This week I went to have to get my seasonal influenza shot to help protect against this season’s influenza strains. In English the word influenza if often shortened to just ‘flu’.

The current vaccine used is what’s known as a quadrivalent vaccine (4価ワクチン), which helps protect against 4 types of flu virus, 2 A types and 2 B types. The particular vaccine that I received was was an inactivated split type (不活化ワクチン) which means that the viruses were inactivated using a detergent.

At present people usually receive flu vaccines every year because flu viruses often mutate so they can evade our immune system.

However, there are a number of universal vaccines being developed that may offer protection against multiple different types of flu virus.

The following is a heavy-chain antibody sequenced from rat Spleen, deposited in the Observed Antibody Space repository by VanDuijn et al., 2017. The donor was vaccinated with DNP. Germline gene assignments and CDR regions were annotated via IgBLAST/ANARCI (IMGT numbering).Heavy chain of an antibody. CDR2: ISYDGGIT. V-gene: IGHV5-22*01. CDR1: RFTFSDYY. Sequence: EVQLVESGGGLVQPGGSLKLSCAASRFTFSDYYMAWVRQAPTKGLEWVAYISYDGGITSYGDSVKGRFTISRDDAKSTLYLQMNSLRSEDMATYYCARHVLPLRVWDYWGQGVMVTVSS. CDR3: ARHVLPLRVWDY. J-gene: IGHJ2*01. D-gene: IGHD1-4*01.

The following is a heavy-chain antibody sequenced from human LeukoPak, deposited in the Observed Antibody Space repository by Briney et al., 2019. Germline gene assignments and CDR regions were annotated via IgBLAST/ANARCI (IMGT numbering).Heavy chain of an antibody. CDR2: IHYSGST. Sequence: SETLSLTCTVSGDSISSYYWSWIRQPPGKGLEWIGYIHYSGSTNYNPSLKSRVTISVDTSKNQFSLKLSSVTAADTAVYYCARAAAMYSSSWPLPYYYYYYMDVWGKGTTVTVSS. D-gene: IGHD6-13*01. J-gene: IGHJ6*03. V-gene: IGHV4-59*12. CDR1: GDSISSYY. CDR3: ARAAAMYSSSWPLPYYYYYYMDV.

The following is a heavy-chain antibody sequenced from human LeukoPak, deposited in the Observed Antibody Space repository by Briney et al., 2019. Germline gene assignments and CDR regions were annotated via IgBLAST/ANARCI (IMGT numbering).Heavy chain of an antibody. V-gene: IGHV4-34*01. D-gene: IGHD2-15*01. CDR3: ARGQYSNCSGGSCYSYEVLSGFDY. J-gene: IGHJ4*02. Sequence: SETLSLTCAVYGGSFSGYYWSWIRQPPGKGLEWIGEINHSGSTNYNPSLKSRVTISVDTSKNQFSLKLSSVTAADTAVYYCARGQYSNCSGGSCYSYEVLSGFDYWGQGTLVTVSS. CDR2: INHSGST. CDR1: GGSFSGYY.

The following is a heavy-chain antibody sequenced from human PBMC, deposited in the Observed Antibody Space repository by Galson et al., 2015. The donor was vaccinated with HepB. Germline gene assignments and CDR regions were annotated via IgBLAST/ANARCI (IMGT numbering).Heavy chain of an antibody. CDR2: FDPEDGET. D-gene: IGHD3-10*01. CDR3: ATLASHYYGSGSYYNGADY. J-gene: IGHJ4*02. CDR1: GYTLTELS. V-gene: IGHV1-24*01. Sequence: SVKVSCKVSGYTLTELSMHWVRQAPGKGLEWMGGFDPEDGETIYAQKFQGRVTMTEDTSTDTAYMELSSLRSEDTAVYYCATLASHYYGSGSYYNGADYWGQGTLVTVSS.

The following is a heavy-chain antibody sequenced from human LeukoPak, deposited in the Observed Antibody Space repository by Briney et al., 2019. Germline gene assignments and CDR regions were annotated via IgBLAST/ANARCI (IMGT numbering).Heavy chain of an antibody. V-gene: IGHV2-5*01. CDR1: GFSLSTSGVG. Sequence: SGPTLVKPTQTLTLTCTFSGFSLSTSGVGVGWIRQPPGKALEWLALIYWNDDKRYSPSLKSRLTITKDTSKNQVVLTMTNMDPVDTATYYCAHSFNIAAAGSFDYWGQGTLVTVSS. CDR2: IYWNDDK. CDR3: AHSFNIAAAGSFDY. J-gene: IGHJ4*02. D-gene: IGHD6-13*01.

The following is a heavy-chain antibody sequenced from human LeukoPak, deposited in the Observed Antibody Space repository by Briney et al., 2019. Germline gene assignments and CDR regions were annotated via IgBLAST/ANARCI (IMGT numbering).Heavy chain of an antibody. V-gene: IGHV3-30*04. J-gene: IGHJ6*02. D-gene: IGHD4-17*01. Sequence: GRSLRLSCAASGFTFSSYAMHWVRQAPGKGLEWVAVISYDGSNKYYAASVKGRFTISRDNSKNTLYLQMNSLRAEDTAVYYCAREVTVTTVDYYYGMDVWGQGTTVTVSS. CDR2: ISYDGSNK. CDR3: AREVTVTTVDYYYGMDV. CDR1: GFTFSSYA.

Influenza viruses have 2 surface proteins that allow them to infect the body
hemagglutinin (ヘマグルチニン), which helps the virus enter the cell, and neuramidase (ノイラミニダーゼ), which helps the virus spread among cells.

Vaccines often target the hemagglutinin protein. Hemagglutinin looks a little like a mushroom and the end of the the protein or head is highly changeable meaning that new vaccines have to be developed every year. The stalk of the protein, however, is more conserved, meaning it doesn’t change and new vaccines are trying to target part of the virus structure. These new types of vaccine could offer protection against multiple different strains of influenza and offer immunity for years.

At the moment only one universal vaccine for flu is in a phase 3 trial but there are more to follow. If you would like to know more you can read about them here.

First Universal Flu Vaccine to Enter Phase 3 Trial, The Scientist Magazine 2018